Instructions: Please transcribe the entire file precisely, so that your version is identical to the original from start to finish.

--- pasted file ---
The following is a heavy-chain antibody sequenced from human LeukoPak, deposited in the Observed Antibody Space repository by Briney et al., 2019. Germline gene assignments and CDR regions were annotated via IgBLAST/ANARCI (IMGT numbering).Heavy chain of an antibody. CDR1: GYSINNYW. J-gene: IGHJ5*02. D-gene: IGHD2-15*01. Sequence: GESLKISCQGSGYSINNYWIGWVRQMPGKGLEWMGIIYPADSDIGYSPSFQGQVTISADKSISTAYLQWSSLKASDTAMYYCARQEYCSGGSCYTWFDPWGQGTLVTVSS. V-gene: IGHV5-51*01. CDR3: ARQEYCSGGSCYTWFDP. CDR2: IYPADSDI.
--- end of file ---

The following is a heavy-chain antibody sequenced from human LeukoPak, deposited in the Observed Antibody Space repository by Briney et al., 2019. Germline gene assignments and CDR regions were annotated via IgBLAST/ANARCI (IMGT numbering).Heavy chain of an antibody. CDR1: GYSINNYW. J-gene: IGHJ5*02. D-gene: IGHD2-15*01. Sequence: GESLKISCQGSGYSINNYWIGWVRQMPGKGLEWMGIIYPADSDIGYSPSFQGQVTISADKSISTAYLQWSSLKASDTAMYYCARQEYCSGGSCYTWFDPWGQGTLVTVSS. V-gene: IGHV5-51*01. CDR3: ARQEYCSGGSCYTWFDP. CDR2: IYPADSDI.